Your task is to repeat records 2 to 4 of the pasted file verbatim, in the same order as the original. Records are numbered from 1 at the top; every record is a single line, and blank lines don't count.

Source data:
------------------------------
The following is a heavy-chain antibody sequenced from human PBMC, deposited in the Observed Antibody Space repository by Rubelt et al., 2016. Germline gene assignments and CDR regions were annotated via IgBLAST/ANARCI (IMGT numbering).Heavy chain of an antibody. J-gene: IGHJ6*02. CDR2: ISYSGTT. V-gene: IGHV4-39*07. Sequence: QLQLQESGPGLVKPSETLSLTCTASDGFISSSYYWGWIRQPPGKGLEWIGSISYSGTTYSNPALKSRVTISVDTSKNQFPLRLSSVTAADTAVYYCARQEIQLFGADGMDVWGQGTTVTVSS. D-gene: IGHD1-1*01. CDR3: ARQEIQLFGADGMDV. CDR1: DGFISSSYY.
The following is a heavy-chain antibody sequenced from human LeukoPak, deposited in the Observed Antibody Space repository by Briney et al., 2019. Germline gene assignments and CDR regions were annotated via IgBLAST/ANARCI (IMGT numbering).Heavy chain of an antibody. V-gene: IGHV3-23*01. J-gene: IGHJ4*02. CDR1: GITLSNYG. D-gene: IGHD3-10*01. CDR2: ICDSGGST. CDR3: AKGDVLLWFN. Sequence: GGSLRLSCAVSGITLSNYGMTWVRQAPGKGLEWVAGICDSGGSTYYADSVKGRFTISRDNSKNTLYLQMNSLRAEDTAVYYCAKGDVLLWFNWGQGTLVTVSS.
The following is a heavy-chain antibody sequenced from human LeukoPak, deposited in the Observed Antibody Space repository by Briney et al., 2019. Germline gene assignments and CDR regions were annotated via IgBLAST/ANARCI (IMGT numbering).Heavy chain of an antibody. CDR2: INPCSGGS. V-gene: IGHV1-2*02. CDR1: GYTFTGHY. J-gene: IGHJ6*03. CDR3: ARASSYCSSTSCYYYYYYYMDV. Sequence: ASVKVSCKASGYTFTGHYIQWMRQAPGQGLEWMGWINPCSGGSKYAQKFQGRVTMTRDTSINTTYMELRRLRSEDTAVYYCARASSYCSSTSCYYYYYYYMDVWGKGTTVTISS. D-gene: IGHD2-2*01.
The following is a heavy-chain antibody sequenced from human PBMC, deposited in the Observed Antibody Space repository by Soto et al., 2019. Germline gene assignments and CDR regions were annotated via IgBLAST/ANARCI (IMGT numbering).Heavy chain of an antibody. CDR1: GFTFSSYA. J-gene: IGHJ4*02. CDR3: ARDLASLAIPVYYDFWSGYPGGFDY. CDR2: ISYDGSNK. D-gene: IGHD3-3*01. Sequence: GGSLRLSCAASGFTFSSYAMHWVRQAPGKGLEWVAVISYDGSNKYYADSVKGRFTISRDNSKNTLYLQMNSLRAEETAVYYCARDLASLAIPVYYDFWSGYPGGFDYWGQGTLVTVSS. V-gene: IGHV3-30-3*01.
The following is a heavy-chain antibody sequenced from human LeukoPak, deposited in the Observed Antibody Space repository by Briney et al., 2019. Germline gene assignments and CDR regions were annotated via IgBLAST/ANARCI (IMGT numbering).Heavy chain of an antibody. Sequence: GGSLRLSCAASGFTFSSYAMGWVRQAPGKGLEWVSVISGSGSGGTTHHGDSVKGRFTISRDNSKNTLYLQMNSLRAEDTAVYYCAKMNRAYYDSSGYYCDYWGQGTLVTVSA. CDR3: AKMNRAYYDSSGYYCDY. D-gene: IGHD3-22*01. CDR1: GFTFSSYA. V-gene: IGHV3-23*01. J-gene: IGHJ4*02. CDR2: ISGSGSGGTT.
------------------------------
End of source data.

The following is a heavy-chain antibody sequenced from human LeukoPak, deposited in the Observed Antibody Space repository by Briney et al., 2019. Germline gene assignments and CDR regions were annotated via IgBLAST/ANARCI (IMGT numbering).Heavy chain of an antibody. V-gene: IGHV3-23*01. J-gene: IGHJ4*02. CDR1: GITLSNYG. D-gene: IGHD3-10*01. CDR2: ICDSGGST. CDR3: AKGDVLLWFN. Sequence: GGSLRLSCAVSGITLSNYGMTWVRQAPGKGLEWVAGICDSGGSTYYADSVKGRFTISRDNSKNTLYLQMNSLRAEDTAVYYCAKGDVLLWFNWGQGTLVTVSS.
The following is a heavy-chain antibody sequenced from human LeukoPak, deposited in the Observed Antibody Space repository by Briney et al., 2019. Germline gene assignments and CDR regions were annotated via IgBLAST/ANARCI (IMGT numbering).Heavy chain of an antibody. CDR2: INPCSGGS. V-gene: IGHV1-2*02. CDR1: GYTFTGHY. J-gene: IGHJ6*03. CDR3: ARASSYCSSTSCYYYYYYYMDV. Sequence: ASVKVSCKASGYTFTGHYIQWMRQAPGQGLEWMGWINPCSGGSKYAQKFQGRVTMTRDTSINTTYMELRRLRSEDTAVYYCARASSYCSSTSCYYYYYYYMDVWGKGTTVTISS. D-gene: IGHD2-2*01.
The following is a heavy-chain antibody sequenced from human PBMC, deposited in the Observed Antibody Space repository by Soto et al., 2019. Germline gene assignments and CDR regions were annotated via IgBLAST/ANARCI (IMGT numbering).Heavy chain of an antibody. CDR1: GFTFSSYA. J-gene: IGHJ4*02. CDR3: ARDLASLAIPVYYDFWSGYPGGFDY. CDR2: ISYDGSNK. D-gene: IGHD3-3*01. Sequence: GGSLRLSCAASGFTFSSYAMHWVRQAPGKGLEWVAVISYDGSNKYYADSVKGRFTISRDNSKNTLYLQMNSLRAEETAVYYCARDLASLAIPVYYDFWSGYPGGFDYWGQGTLVTVSS. V-gene: IGHV3-30-3*01.